Winner: Rory McIlroy
Rory McIlroy would roll on to win the Tour Championship and the FedExCup that went with it, and the $15 million that went with the FedExCup, but history would note that first he had to come from five behind — and that was before the tournament had even started.
Was this the Alice-in-Wonderland Open? Not really. It was in the first round that fans realized how different this Tour Championship would be. The scoreboard told the story. Bearing in mind that East Lake is a par 70, they noted that Xander Schauffele had shot 64, Brooks Koepka 67 and Justin Thomas a par 70, and yet all three were tied for the lead at 10 under.
Welcome to what was believed to be the first PGA Tour event played under a handicap system, one that through points awards ensures that the winner of the Tour Championship would also be the FedExCup champion, thereby focusing attention on one winner. The key was the “Starting Strokes” awarded to players based on their seeding from the season-long accrued points. The top seed was Justin Thomas, getting 10 strokes. In descending order came Patrick Cantlay eight, Brooks Koepka seven, Patrick Reed six, and Rory McIlroy five. Seeds 6-10 were at four each; 11-15 at three; 16-20 at two; 21-25 at one, and 26-30 at even par.
The players were as unsure as anyone. “I’m sure it’s going to be weird tomorrow,” Thomas said.
“As long as J.T. [Justin Thomas] doesn’t go out and go shoot 62s on the first two days, then I think everybody has a chance,” Koepka said. Said McIlroy: “I think it’s more the psychology of it. … starting at a different position than the rest of the field…. I think you have to play the best golf that you can.”
The math in the first round: Thomas shot par 70, but had 10 starting strokes; Schauffele (64), six under plus four starting strokes, and Koepka (67), three under plus seven starting strokes. They led at 10 under. McIlroy (66), at four under plus his five starting strokes, was nine under and trailed by one.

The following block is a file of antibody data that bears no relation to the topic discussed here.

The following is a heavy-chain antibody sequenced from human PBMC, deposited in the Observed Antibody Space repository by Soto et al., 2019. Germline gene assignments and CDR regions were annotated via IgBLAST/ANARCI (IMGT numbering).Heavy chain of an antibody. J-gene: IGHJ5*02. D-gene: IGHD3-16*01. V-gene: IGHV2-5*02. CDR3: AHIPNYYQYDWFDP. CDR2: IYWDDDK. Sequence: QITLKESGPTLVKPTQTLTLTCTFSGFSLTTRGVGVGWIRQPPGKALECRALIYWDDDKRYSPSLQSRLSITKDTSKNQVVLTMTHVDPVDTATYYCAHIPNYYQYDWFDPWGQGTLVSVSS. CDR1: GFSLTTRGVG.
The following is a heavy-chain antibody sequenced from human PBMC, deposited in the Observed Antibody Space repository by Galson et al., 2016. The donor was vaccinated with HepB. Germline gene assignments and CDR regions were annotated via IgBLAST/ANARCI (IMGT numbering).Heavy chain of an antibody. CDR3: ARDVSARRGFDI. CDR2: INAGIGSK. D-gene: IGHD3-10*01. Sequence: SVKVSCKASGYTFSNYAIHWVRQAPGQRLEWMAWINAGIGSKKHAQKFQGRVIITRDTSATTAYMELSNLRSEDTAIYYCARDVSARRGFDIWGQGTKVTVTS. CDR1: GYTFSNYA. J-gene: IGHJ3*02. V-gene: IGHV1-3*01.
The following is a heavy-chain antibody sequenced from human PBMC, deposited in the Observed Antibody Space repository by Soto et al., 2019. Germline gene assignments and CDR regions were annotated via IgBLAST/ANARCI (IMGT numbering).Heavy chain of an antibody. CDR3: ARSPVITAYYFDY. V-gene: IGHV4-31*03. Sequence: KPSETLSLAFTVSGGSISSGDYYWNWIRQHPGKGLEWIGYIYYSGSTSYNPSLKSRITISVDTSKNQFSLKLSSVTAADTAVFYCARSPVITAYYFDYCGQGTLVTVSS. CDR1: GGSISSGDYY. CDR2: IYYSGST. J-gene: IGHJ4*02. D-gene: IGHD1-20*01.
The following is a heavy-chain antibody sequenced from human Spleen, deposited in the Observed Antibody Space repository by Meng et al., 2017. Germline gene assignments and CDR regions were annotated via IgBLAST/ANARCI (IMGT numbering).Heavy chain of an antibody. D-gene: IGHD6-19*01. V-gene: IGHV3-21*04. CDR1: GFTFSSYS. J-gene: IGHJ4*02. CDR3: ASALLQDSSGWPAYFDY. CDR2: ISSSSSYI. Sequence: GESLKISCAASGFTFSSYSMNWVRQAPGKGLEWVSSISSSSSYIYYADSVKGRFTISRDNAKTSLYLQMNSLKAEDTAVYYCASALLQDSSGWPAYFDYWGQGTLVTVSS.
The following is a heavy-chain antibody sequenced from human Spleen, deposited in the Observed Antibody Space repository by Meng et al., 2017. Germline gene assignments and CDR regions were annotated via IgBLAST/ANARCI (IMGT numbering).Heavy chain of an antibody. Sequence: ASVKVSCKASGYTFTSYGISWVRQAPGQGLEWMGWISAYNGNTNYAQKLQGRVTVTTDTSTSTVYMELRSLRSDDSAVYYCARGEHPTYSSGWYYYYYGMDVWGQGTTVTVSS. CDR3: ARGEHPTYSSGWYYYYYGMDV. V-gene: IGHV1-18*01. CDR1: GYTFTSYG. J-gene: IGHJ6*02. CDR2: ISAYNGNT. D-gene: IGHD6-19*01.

If the tournament was a scorekeeper’s scramble, it was an accountant’s fantasy. At the end, McIlroy took golf ’s biggest prize, $15 million, and joined Tiger Woods as the only ones to win the FedExCup twice. He shot East Lake in 66-67-68-66–267, 13 under par, but that wasn’t his winning score. Under the handicap system, his scores in the rounds were 4-3-2-4, a total of 13 under, plus his five starting strokes. So his winning score was 18 under. Schauffele was second at 14 under and won $5 million; Thomas and Koepka tied for third at 13 under and won $3.5 million each. Dustin Johnson and Lucas Glover tied for last and won $400,000 each.
No matter the scoring, this Tour Championship came down to a McIlroy-Koepka shootout. Paired in the final group in the final round, both had parred the first five holes and birdied No. 6. For a reference point, McIlroy led by one in regular scoring. Then at the par-four No. 7, McIlroy rolled in a 25-foot putt for a birdie, and Koepka double-bogeyed out of the trees.
Coming in, Koepka lost his way and bogeyed three straight — the 12th from the rough and a bunker, the 13th on three putts from 19 feet, and the 14th out of the rough. McIlroy birdied 12 and 13 but bogeyed the next two. Both birdied the 17th, and McIlroy closed with a birdie at 18. Schauffele had a three-birdie, three-bogey 70 and 14 points. Thomas closed with a 68 (and 277 total) and Koepka with a 72 (and 274) and tied for third at 13 under.
“He just played better,” Koepka said. And to borrow an observation, a victory by any other means, tastes as sweet. Said McIlroy: “I’m going to enjoy this one tonight.”